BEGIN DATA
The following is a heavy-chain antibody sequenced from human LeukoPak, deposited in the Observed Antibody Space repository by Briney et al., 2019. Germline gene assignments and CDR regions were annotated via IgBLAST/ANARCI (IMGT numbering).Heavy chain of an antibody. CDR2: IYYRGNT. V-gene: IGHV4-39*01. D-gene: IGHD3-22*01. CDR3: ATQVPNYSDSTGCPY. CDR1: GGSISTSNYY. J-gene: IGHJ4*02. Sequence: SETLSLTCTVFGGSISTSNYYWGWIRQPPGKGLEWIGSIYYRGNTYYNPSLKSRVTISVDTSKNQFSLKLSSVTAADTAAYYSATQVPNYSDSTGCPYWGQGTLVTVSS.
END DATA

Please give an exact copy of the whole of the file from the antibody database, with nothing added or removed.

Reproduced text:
The following is a heavy-chain antibody sequenced from human LeukoPak, deposited in the Observed Antibody Space repository by Briney et al., 2019. Germline gene assignments and CDR regions were annotated via IgBLAST/ANARCI (IMGT numbering).Heavy chain of an antibody. CDR2: IYYRGNT. V-gene: IGHV4-39*01. D-gene: IGHD3-22*01. CDR3: ATQVPNYSDSTGCPY. CDR1: GGSISTSNYY. J-gene: IGHJ4*02. Sequence: SETLSLTCTVFGGSISTSNYYWGWIRQPPGKGLEWIGSIYYRGNTYYNPSLKSRVTISVDTSKNQFSLKLSSVTAADTAAYYSATQVPNYSDSTGCPYWGQGTLVTVSS.